The OECD defines algorithmic collusion as the practice whereby firms use algorithms “as a facilitating factor for collusion” in order to “enable new forms of co-ordination that were not observed or even possible before.” I think that definition is too broad because it includes practices decided by humans. I’d rather define algorithmic collusion as the practice by which computers decide and implement collusion (e.g., an algorithm is instructed to maximize profit and discovers that charging the same price as competitors best achieve that goal).
The literature on the subject is abundant (see graph on the left). But even though the concept was popularized seven years ago, we are still waiting for agencies and court cases (see graph on the right). Oh, of course, I can’t exclude that I missed one or two somewhere in the world, but as far as I know, there are no cases dealing with algorithmic collusion such as I define it. Now, two possibilities: (1) algorithmic collusion is (very) uncommon, or (2) we fail to detect it. If the first scenario is confirmed, we are misspending scarce resources by focusing on this issue (and, therefore, ignoring others). To assess whether the second scenario is confirmed, we need to invest more in computational antitrust. Doing so will help detect other practices, anyway.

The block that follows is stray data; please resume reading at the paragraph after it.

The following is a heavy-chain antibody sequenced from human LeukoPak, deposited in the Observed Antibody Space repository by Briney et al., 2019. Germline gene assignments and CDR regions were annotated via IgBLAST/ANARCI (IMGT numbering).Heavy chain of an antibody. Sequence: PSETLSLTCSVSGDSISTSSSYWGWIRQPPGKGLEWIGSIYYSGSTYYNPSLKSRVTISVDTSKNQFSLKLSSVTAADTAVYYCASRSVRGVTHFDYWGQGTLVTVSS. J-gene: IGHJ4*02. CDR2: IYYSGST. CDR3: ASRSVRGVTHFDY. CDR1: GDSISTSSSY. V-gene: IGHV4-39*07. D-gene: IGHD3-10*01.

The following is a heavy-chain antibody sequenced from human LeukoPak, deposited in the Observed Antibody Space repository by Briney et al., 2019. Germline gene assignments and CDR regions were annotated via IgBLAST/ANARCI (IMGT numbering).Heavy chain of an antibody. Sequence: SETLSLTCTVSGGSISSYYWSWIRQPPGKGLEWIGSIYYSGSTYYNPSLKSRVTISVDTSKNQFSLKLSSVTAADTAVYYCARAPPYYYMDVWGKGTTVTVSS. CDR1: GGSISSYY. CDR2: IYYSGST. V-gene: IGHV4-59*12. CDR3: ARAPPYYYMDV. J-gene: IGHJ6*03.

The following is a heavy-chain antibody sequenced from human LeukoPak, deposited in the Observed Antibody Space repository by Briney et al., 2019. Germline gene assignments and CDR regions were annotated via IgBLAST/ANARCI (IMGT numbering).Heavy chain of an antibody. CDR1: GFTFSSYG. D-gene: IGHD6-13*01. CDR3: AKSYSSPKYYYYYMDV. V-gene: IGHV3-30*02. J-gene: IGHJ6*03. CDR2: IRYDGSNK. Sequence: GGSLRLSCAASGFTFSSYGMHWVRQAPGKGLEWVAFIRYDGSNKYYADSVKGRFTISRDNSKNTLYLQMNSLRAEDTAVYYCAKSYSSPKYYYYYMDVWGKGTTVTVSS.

To quote this short piece: Thibault Schrepel, Algorithmic Collusion in Just One Graphic, Concurrentialiste (Mar. 5, 2022)